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Datablog | Who lies about how they voted?

When the wording of questions in post-election polling is modified, the responses from survey respondents change along partisan lines. 

Self-reported election turnout in post-election surveys is often considerably higher than official turnout records. The gap likely stems from picking too many active voters as respondents since voters are also more likely to participate in surveys. Yet another potentially more substantial reason is over-reporting due to social desirability bias: respondents feel they are under social pressure to demonstrate fulfilment of their civic duties on election day. 

This blog describes a replication of a widespread approach to reducing social desirability bias in self-reported turnout by asking the turnout question in three different ways: a traditional direct question, providing an example of turnout over-reporting, and including face-saving answer options in the turnout question. 

The question wording did not have an effect on self-reported election turnout overall, because different partisan groups reacted to the question-wording in different ways. Non-partisans and opposition supporters were less likely to report turnout when additional information was provided. In contrast, telling Georgian Dream supporters about turnout over-reporting increased over-reporting among Georgian Dream supporters.         

Many studies have demonstrated that wording matters for turnout questions: when respondents are exposed to a straightforward ‘yes’ and ‘no’ question about their participation in recent elections, they tend to over-report. However, when respondents are also given an option to select face-saving responses in addition to ‘yes’ and ‘no’, self-reported turnout decreases. 

A large-scale study of 19 surveys in five democracies, which used the face-saving response option, ‘I usually vote, but did not this time’, showed mixed results. In 11 surveys, face-saving options significantly decreased self-reported voting, while it had no effect in the remaining eight cases.

According to official data, 57% voted in Georgia’s parliamentary elections in 2020, while 75% said they did on the Caucasus Barometer survey right after the elections. To investigate whether people report their voting differently depending on the question wording, an experiment was conducted on CRRC-Georgia’s omnibus survey (12-19 April, 2021).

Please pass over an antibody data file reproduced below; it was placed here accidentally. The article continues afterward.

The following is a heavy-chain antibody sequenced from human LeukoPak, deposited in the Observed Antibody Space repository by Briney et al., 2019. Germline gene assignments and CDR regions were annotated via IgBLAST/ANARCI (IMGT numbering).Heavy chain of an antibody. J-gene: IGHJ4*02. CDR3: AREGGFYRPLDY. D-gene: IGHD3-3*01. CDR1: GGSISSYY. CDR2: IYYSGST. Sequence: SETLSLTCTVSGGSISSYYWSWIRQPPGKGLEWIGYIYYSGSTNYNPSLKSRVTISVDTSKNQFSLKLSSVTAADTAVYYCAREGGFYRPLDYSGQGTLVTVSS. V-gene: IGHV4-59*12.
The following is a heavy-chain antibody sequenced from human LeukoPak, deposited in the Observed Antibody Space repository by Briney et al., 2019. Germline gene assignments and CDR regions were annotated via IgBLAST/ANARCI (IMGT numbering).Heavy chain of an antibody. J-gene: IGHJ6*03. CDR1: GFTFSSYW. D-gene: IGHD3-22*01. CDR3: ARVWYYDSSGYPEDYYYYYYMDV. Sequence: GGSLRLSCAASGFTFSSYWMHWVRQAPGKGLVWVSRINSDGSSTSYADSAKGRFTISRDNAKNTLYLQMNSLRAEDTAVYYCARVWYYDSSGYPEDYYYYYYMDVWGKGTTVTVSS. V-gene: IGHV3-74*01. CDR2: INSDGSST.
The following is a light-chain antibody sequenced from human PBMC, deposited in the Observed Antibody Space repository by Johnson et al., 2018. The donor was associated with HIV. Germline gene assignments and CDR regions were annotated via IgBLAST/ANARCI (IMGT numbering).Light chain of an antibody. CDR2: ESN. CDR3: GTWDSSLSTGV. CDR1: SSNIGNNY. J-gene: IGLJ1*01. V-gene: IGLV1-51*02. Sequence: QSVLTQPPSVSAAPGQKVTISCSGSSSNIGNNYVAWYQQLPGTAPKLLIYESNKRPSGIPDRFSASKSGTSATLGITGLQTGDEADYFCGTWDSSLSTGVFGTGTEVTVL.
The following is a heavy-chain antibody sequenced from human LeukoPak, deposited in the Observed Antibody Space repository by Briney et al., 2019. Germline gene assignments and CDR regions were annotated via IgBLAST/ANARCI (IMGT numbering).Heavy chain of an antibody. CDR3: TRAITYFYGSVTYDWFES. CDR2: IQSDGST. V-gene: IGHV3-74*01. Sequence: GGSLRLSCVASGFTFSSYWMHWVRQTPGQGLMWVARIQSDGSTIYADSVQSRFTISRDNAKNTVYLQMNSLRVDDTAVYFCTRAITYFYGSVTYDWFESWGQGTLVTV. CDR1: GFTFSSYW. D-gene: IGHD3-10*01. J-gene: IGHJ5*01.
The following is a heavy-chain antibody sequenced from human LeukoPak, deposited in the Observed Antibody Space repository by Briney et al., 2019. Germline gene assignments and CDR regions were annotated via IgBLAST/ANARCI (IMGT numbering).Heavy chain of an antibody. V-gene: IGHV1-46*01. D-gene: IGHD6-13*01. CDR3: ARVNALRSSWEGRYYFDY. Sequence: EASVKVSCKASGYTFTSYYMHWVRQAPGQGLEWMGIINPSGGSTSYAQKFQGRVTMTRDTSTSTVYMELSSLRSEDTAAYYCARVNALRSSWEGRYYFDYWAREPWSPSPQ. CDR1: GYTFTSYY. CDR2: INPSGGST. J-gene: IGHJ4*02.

The sample was randomly split into three equal groups. One group received a traditional direct question about whether they voted or not in the October 2020 parliamentary elections. The second group received information about the discrepancy between official statistics and survey results (57% official, 75% reported) before asking about their own turnout. The third group could select two additional options in addition to ‘yes’ and ‘no’: ‘I intended to vote, but could not manage at the last moment’ or ‘I did not intend to vote, but was asked at the last moment and did not refuse’.

At first glance, the data appear to suggest voters over-report turnout no matter the question formulation. On the traditional direct question, 77% reported voting. When the over-reporting message was included, the number declined to 73%, though the difference is not statistically significant. The question with additional face-saving options also resulted in a substantively similar number (79%).  

Looking at who was more or less likely to report voting, partisans were significantly more likely to report voting than non-partisans (i.e. those who could not name any party closest to their views or were not sure if such a party existed). Likewise, residents of rural areas were more likely to report turnout than voters in Tbilisi. Voters with tertiary education, voters above the age of 55, and employed people reported voting more often than voters with no tertiary education, younger voters, and those not working.  

While the three types of questions made no difference for the population at large, they had significantly different effects on supporters of different parties. For non-partisan voters, the over-reporting message worked as intended, decreasing reported turnout from 74% to 64%. On the other hand, face-saving options did not change answers of non-partisans significantly. For Georgian Dream voters, the over-reporting message had the opposite effect. When they heard that the public significantly over-reported turnout in recent elections, their reported turnout increased from 79% (on the direct question) to 91%. For opposition supporters (all parties combined except for the ruling party), face-saving options had the expected negative effect, it reduced reported turnout from 88 to 74%.

This survey experiment showed that question-wording does not have an effect on reported turnout, overall. However, the reason for the overall zero effect is that different question types have different and opposing effects for different partisan groups. While for non-partisans and opposition supporters more nuanced question wording significantly decreased self-reported turnout, for ruling party supporters, the over-reporting message served as a mobilizing factor. When exposed to the information that over-reporting was a norm, they felt that they had to over-report even more.  

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